In fact, sports scientists at Brunel University in the UK, a world-leading research hub on music for athleticism, have demostrated that music can reduce your rate of perceived effort by 12% and improve your endurance by 15%.

This benefit isn’t exclusive to beginner exercisers: elite athletes use this strategy all the time!

Did you know that one of the greatest distance runners in history, Haile Gebrselassie, synched his stride to the song “Scatman” when breaking the 10,000 metre world record?

It’s been shown that listening to music during exercise increases the efficiency of that activity and it postpones fatigue. This especially holds true if there is a synchrony between the rhythm of the music and the movements of the athlete themselves.

In terms of muscle strength, music that is perceived to be motivating can lead to bursts of intensity. This increases your work capacity and can bring about ultra-high levels of explosive power, strength, and productivity. Think of its influence on sprints, high jumps, weightlifting, plyometrics, and even high intensity interval training!

2. Music promotes flow states for internal motivation

Flow involves an altered mental state of awareness during activity. Even though it is a feeling of energised focus it seems the mind and body function on “auto-pilot” with minimal conscious effort.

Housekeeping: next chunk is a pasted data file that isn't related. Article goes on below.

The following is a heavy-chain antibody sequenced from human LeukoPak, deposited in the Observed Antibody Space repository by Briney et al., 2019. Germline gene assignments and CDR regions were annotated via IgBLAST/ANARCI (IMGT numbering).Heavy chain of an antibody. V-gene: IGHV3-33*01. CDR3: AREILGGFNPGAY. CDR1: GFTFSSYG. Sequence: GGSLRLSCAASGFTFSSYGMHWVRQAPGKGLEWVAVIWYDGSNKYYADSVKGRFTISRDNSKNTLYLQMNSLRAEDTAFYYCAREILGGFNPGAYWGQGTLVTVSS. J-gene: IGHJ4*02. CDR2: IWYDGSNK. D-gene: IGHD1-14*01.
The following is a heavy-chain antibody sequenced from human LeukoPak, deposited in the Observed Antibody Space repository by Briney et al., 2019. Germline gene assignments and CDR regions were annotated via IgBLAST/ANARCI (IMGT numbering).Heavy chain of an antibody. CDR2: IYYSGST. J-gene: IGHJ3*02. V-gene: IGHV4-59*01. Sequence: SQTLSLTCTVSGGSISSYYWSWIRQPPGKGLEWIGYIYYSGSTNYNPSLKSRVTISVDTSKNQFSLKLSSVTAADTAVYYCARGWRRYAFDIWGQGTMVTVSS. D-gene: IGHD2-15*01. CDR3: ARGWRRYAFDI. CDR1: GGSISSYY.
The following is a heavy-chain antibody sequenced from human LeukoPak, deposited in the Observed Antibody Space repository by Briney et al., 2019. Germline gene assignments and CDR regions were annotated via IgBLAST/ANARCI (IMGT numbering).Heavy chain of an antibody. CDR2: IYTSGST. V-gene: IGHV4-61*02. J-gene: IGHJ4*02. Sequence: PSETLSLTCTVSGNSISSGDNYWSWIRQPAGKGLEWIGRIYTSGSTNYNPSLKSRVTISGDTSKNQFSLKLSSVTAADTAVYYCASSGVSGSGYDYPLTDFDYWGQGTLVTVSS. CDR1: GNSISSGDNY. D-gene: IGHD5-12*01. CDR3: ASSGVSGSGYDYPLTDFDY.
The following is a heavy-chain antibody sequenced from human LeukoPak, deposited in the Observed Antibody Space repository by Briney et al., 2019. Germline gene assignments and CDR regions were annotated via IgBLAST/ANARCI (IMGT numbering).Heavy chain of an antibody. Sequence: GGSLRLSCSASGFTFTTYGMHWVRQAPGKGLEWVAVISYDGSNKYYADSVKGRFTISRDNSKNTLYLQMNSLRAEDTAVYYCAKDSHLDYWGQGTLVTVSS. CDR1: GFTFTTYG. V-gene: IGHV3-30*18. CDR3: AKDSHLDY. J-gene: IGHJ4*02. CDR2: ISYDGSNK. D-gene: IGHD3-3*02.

Some coaches and athletes refer to this as being “in the zone”. It sometimes has been referred to as a spellbinding state and can actually feel trance-like.

So can you imagine how music can pair with flow for a stimulating and enhancing performance for yourself or client?

Some athletes describe utilising music to aid with their mental imagery during the routine part of their activity as allowing them to be “in the zone”.

Many athletes use music in diverse ways in order to achieve a certain level of focus and concentration before a game or competition as well. Music enables them to put aside all other outside distractions in order to concentrate and envision what they want to accomplish during the game.

3. Synchronised music movements can shift your level of workout

Synchronising your music with repetitive exercise is linked to increased levels of work output. Research supports the synchronistic aspect of rhythm as an important piece in skill and performance. For example, music can balance and adjust movement, thus prolonging performance.